I often think the cloud stuff has been sent to try us in IT – the struggle could be tough enough when we were dealing with waterfall development and monolithic projects. When products took years to develop, and years to understand.

And now we’re being asked to be agile and learn new stuff all the time about moving targets that barely have documentation at all, never mind accurate doco! We had obviously got into our comfort zone and needed shaking out of it!

Always interested to hear your experiences with the cloud networking though – it’s what I subscribed to ipspace.net for TBH as I think it’s the most complete reference source for that purpose and a vital part of enterprise networking these days!

It’s always extremely nice to hear someone finds your work valuable ;) Thanks a million!

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Relative Speed of Public Cloud Orchestration Systems

When I was complaining about the speed (or lack thereof) of Azure orchestration system, someone replied “I tried to do $somethingComplicated on AWS and it also took forever

Following the “opinions are great, data is better” mantra (as opposed to “never let facts get in the way of a good story” supposedly practiced by some podcasters), I decided to do a short experiment: create a very similar environment with Azure and AWS.

I took simple Terraform deployment configuration for AWS and Azure. Both included a virtual network, two subnets, a route table, a packet filter, and a VM with public IP address. Here are the observed times:

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Public Cloud Behind-the-Scenes Magic

One of my subscribers sent me this question after watching the networking part of Introduction to Cloud Computing webinar:

Does anyone know what secret networking magic the Cloud providers are doing deep in their fabrics which are not exposed to consumers of their services?

TL&DR: Of course not… and I’m guessing it would be pretty expensive if I knew and told you.

However, one can always guess based on what can be observed (see also: AWS networking 101, Azure networking 101).

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Azure Route Server: The Challenge

Imagine you decided to deploy an SD-WAN (or DMVPN) network and make an Azure region one of the sites in the new network because you already deployed some workloads in that region and would like to replace the VPN connectivity you’re using today with the new shiny expensive gadget.

Everyone told you to deploy two SD-WAN instances in the public cloud virtual network to be redundant, so this is what you deploy:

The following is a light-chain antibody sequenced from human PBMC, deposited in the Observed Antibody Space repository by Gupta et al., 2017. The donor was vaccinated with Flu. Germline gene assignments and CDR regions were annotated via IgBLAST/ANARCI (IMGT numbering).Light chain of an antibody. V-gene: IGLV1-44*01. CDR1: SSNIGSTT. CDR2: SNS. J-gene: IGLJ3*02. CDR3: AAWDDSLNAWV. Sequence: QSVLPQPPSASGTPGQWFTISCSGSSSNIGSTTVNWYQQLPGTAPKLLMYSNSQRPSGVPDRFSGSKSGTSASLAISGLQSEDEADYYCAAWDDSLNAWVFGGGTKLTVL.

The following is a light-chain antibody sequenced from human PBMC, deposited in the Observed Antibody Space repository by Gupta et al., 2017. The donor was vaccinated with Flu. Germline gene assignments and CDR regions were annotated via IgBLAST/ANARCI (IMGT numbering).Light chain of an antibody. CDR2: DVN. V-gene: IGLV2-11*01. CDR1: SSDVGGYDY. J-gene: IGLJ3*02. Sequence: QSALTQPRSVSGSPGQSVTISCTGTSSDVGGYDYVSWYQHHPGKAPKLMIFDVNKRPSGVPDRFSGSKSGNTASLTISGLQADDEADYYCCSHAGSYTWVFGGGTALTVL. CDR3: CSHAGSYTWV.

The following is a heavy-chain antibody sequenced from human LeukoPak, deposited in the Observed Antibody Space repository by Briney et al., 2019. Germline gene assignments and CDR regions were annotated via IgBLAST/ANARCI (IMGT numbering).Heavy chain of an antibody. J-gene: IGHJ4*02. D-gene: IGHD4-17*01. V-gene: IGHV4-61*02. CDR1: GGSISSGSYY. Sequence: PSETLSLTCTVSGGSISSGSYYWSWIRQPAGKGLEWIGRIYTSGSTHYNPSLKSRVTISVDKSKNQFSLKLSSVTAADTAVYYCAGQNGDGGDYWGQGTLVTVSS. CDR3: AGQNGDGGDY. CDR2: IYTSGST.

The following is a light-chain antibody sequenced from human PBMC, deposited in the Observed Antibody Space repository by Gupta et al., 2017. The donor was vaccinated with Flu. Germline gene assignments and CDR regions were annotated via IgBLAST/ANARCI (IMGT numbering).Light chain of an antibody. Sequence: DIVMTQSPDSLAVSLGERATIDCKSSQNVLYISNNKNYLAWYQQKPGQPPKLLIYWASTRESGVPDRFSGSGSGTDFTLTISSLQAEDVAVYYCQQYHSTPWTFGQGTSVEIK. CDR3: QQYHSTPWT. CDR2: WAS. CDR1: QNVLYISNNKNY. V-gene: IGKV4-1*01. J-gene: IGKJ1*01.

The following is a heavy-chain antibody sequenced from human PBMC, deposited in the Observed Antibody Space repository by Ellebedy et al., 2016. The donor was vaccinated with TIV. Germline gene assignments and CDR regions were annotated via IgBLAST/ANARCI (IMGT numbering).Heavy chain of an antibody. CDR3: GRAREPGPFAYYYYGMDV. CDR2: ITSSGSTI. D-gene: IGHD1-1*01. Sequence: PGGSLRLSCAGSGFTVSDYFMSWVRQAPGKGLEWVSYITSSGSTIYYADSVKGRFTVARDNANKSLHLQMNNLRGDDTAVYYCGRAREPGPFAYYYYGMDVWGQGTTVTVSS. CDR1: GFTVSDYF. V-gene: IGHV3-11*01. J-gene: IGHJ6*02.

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Implementing Layer-2 Networks in a Public Cloud

A few weeks ago I got an excited tweet from someone working at Oracle Cloud Infrastructure: they launched full-blown layer-2 virtual networks in their public cloud to support customers migrating existing enterprise spaghetti mess into the cloud.

Let’s skip the usual does everyone using the applications now have to pay for Oracle licenses and I wonder what the lock in might be when I migrate my workloads into an Oracle cloud jokes and focus on the technical aspects of what they claim they implemented. Here’s my immediate reaction (limited to the usual 280 characters, because that’s the absolute upper limit of consumable content these days):

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Impact of Azure Subnets on High Availability Designs

Now that you know all about regions and availability zones (AZ) and the ways AWS and Azure implement subnets, let’s get to the crux of the original question Daniel Dib sent me:

As I understand it, subnets in Azure span availability zones. Do you see any drawback to this? You mentioned that it’s difficult to create application swimlanes that way. But does subnet matter if your VMs are in different AZs?

It’s time I explain the concepts of application swimlanes and how they apply to availability zones in public clouds.

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Virtual Networks and Subnets in AWS, Azure, and GCP

Now that we know what regions and availability zones are, let’s go back to Daniel Dib’s question:

As I understand it, subnets in Azure span availability zones. Do you see any drawback to this? Does subnet matter if your VMs are in different AZs?

Wait, what? A subnet is stretched across multiple failure domains? Didn’t Ivan claim that’s ridiculous?

TL&DR: What I claimed was that a single layer-2 network is a single failure domain. Things are a bit more complex in public clouds. Keep reading and you’ll find out why.